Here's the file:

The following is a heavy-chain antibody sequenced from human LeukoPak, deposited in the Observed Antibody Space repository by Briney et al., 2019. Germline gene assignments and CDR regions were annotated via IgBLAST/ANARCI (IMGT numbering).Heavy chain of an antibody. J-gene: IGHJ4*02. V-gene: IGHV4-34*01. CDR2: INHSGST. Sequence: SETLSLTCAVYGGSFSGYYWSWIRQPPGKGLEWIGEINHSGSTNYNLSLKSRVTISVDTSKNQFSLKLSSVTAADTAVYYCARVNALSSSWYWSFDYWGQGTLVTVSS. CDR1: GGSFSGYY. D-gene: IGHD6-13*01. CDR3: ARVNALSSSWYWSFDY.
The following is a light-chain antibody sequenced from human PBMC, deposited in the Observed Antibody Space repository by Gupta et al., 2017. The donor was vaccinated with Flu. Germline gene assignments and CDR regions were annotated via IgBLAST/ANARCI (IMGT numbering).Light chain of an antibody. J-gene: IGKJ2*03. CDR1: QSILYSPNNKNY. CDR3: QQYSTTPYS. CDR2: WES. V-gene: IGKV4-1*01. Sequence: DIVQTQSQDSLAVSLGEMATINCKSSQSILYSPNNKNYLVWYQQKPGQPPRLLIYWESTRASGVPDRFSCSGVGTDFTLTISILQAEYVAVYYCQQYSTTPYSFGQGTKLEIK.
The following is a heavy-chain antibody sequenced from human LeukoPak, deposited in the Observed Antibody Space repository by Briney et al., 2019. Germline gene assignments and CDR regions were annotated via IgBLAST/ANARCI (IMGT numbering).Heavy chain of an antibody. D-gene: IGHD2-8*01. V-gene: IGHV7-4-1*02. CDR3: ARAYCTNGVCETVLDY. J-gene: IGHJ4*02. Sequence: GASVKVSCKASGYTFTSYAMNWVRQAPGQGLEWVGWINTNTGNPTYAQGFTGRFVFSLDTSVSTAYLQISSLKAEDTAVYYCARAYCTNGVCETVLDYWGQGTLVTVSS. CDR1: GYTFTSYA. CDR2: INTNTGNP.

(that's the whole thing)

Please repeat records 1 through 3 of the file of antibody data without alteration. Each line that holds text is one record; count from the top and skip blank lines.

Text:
The following is a heavy-chain antibody sequenced from human LeukoPak, deposited in the Observed Antibody Space repository by Briney et al., 2019. Germline gene assignments and CDR regions were annotated via IgBLAST/ANARCI (IMGT numbering).Heavy chain of an antibody. J-gene: IGHJ4*02. V-gene: IGHV4-34*01. CDR2: INHSGST. Sequence: SETLSLTCAVYGGSFSGYYWSWIRQPPGKGLEWIGEINHSGSTNYNLSLKSRVTISVDTSKNQFSLKLSSVTAADTAVYYCARVNALSSSWYWSFDYWGQGTLVTVSS. CDR1: GGSFSGYY. D-gene: IGHD6-13*01. CDR3: ARVNALSSSWYWSFDY.
The following is a light-chain antibody sequenced from human PBMC, deposited in the Observed Antibody Space repository by Gupta et al., 2017. The donor was vaccinated with Flu. Germline gene assignments and CDR regions were annotated via IgBLAST/ANARCI (IMGT numbering).Light chain of an antibody. J-gene: IGKJ2*03. CDR1: QSILYSPNNKNY. CDR3: QQYSTTPYS. CDR2: WES. V-gene: IGKV4-1*01. Sequence: DIVQTQSQDSLAVSLGEMATINCKSSQSILYSPNNKNYLVWYQQKPGQPPRLLIYWESTRASGVPDRFSCSGVGTDFTLTISILQAEYVAVYYCQQYSTTPYSFGQGTKLEIK.
The following is a heavy-chain antibody sequenced from human LeukoPak, deposited in the Observed Antibody Space repository by Briney et al., 2019. Germline gene assignments and CDR regions were annotated via IgBLAST/ANARCI (IMGT numbering).Heavy chain of an antibody. D-gene: IGHD2-8*01. V-gene: IGHV7-4-1*02. CDR3: ARAYCTNGVCETVLDY. J-gene: IGHJ4*02. Sequence: GASVKVSCKASGYTFTSYAMNWVRQAPGQGLEWVGWINTNTGNPTYAQGFTGRFVFSLDTSVSTAYLQISSLKAEDTAVYYCARAYCTNGVCETVLDYWGQGTLVTVSS. CDR1: GYTFTSYA. CDR2: INTNTGNP.